Stanford classification of aortic dissection
Citation, DOI & article data
The Stanford classification, along with the DeBakey classification, is used to separate aortic dissections into those that need surgical repair, and those that usually require only medical management 7.
The Stanford classification divides dissections by the most proximal involvement:
- type A involves any part of the aorta proximal to the origin of the left subclavian artery (A affects ascending aorta)
- type B arises distal to the left subclavian artery origin
A special case that is neither reflected in the original Stanford nor the DeBakey classification are dissections that involve the aortic arch but not the ascending aorta (between 8 and 15% of all aortic dissections 4). The nomenclature of these arch dissections has been incoherent for decades and still is.
American surgical consensus (2020) 5 defines types A and B according to the location of the intimal tear (both types with additional qualifiers for proximal and distal extent):
- type A: dissections with a tear in the ascending aorta including a segment with the branching of the brachiocephalic trunk
- type B: all dissections with proximal tear distal to the branching of the brachiocephalic trunk
In contrast, a European surgical consensus document (2018) 6 recognizes dissections of the arch without the involvement of the ascending aorta as a distinct category, termed "non-A-non-B dissection":
- type A: proximal extent in ascending aorta
- non-A-non-B dissection: retrograde extent or proximal tear in the arch between the brachiocephalic trunk and left subclavian artery
- type B: proximal extent in descending aorta distal to left subclavian artery
Treatment and prognosis
Type A dissections are generally managed surgically as they may result in coronary artery occlusion, aortic incompetence, or rupture into the pericardial sac with resulting cardiac tamponade. Indeed, in the original Stanford series, of the six type A dissections, who were treated medically and died, 4 (perhaps 5) expired due to cardiac tamponade 7.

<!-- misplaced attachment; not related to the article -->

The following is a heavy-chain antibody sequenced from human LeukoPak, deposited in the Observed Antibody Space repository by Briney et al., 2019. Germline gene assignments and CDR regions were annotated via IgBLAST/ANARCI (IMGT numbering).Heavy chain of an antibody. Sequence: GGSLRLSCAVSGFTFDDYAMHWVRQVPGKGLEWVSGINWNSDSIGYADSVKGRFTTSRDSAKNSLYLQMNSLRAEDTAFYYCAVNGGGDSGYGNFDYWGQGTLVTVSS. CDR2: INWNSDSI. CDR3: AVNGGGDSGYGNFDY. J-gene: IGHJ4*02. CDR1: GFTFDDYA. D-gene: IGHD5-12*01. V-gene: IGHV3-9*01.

Type B dissections are generally managed medically with blood pressure control.
History and etymology
In 1970, Pat O Daily, H Ward Trueblood, Edward B Stinson, Robert D Wuerflein, and Norman E Shumway, cardiothoracic surgeons at Stanford University School of Medicine, Stanford, California, USA, published a seminal paper on the management of acute aortic dissections 7.
They evaluated a cohort of 35 patients with dissecting aortic aneurysms, 30 of whom had acute disease. When the ascending aorta was involved, surgery resulted in a 28% mortality, versus 67% for the medically treated group. However, if the dissection was descending aorta only, the medical (20%) and surgical (28%) groups had similar outcomes 7.
- 1. Ralph Weissleder. Primer of Diagnostic Imaging. (2011) ISBN: 9780323065382 - Google Books
- 2. Sebastià C, Pallisa E, Quiroga S, Alvarez-Castells A, Dominguez R, Evangelista A. Aortic Dissection: Diagnosis and Follow-Up with Helical CT. Radiographics. 1999;19(1):45-60; quiz 149. doi:10.1148/radiographics.19.1.g99ja0945 - Pubmed
- 3. McMahon M & Squirrell C. Multidetector CT of Aortic Dissection: A Pictorial Review. Radiographics. 2010;30(2):445-60. doi:10.1148/rg.302095104 - Pubmed
- 4. Lempel J, Frazier A, Jeudy J et al. Aortic Arch Dissection: A Controversy of Classification. Radiology. 2014;271(3):848-55. doi:10.1148/radiol.14131457 - Pubmed
- 5. Lombardi J, Hughes G, Appoo J et al. Society for Vascular Surgery (SVS) and Society of Thoracic Surgeons (STS) Reporting Standards for Type B Aortic Dissections. Ann Thorac Surg. 2020;109(3):959-81. doi:10.1016/j.athoracsur.2019.10.005 - Pubmed
- 6. Czerny M, Schmidli J, Adler S et al. Editor's Choice - Current Options and Recommendations for the Treatment of Thoracic Aortic Pathologies Involving the Aortic Arch: An Expert Consensus Document of the European Association for Cardio-Thoracic Surgery (EACTS) & the European Society for Vascular Surgery (ESVS). Eur J Vasc Endovasc Surg. 2019;57(2):165-98. doi:10.1016/j.ejvs.2018.09.016 - Pubmed
- 7. Daily P, Trueblood H, Stinson E, Wuerflein R, Shumway N. Management of Acute Aortic Dissections. Ann Thorac Surg. 1970;10(3):237-47. doi:10.1016/s0003-4975(10)65594-4 - Pubmed
- 8. Murillo H, Molvin L, Chin A, Fleischmann D. Aortic Dissection and Other Acute Aortic Syndromes: Diagnostic Imaging Findings from Acute to Chronic Longitudinal Progression. Radiographics. 2021;41(2):425-46. doi:10.1148/rg.2021200138 - Pubmed
- 9. Ko J, Goldstein J, Latson L et al. Chest CT Angiography for Acute Aortic Pathologic Conditions: Pearls and Pitfalls. Radiographics. 2021;41(2):399-424. doi:10.1148/rg.2021200055 - Pubmed